Based on the title of this post, you may assume it is about the effect or influence parents have on coaching in junior club volleyball or even college volleyball, but that could be a blog all to itself. Instead, “The Parent Effect” is an interesting phenomena about the learning curve of athletes.
I enter each club season armed with an arsenal of tools to help better volleyball players as a whole. The tools include a nutrition guide, workout regimen, academic advice, discipline for their daily lives, responsible decision making, and similar pieces to “Teach Life Lessons through Volleyball”. At the beginning of every season, the players are excited to be the best, they gobble up this information willing to make changes in their lives. Parents are amazed at the willingness of their children to suddenly “eat their vegetables” or get away from the computer to exercise. The parents have been preaching these ideals to their children for years, but their children “never listen to them anymore”. The influence of an outsider, a coach, which the player looks up to and wants to please, provides a catalyst to change. I’ve come to recognize that being a coach is very powerful and a carries a great responsibility.
Ironically, I have learned the same “Parent Effect” is prevalent in coaching. How many times have you said or heard a coach say, “I have told them to be in that position 1,000 times” or “Keep your elbow high on your swing” or “She doesn’t listen”. The coaches have become the parents. There comes a point in the learning curve of a player where the player hears a coach, but doesn’t process the words. The words don’t become action. This sometimes results in disciplinary action: push-ups, sit-ups, sprints, yelling, etc. to help resolve the problem. The problem is temporarily resolved, but at the following practice or in a match, poof, the same issue magically arises again!
I have heard a few coaches call this time of learning the “plateau”. A player stays at a certain level until something “clicks” and the player ‘suddenly’ starts doing those things you have been begging of them for weeks, months, or even years! They move from one level of the plateau to the next level. Unfortunately, it seems there is an inordinate amount of time on each plateau.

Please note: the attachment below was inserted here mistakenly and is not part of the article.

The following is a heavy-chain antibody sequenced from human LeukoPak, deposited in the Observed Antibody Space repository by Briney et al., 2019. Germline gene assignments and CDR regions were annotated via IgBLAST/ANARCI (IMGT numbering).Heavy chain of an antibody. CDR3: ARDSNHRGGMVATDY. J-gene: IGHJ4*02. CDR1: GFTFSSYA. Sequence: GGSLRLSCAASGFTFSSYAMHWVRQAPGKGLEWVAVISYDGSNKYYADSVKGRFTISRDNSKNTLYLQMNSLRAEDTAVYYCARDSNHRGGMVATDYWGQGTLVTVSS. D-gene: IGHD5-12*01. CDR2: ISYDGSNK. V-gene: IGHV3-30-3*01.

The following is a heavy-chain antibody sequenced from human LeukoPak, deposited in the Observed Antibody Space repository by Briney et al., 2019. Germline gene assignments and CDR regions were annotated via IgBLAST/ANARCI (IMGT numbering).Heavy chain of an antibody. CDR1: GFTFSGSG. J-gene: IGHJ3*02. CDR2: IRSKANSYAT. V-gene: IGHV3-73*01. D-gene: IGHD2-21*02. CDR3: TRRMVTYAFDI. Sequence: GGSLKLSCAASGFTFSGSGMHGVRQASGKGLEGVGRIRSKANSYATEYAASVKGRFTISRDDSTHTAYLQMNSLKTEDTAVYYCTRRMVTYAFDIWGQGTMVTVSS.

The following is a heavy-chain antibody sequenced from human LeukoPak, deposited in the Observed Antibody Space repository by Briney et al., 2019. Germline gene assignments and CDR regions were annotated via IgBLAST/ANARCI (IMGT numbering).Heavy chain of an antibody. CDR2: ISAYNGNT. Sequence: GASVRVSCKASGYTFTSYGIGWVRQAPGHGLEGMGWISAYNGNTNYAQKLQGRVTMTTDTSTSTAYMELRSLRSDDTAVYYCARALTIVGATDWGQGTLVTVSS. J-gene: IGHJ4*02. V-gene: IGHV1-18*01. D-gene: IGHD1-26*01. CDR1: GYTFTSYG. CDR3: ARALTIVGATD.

So what’s the answer to resolving The Parent Effect or moving up the next level of the plateau? I only have a a few theories:
1. It takes 1,000 repetitions before something becomes permanent. Patience is oxygen for coaches. We just have to continue to be reminders for our players.
2. A positive result. During a match or practice, the player makes a conscious effort to correct that fixable incident. A positive result ensues and the player will continue during that segment of time to make the necessary change. At the next practice, the player reverts to their old ways. It is a reminder of the coach and more positive results, that will eventually help the player to change.
3. Ron Larsen, Assistant Coach of the USA Men’s Olympic Team presented at the Carolina Juniors Volleyball Club. He provided the coaches a simple cognitive training technique for the players to help process the words. When working on a particular skill, simply ask the player the answer “Yes” or “No” if they performed the technique correctly. If the player answered “No”, then they realize they did not do the movement. If they answer “Yes”, but you, the coach, reply “No”, then the player realizes they did not make the movement correctly. If they answer “Yes” and you reply “Yes” you are on your way to overcoming “The Parent Effect”.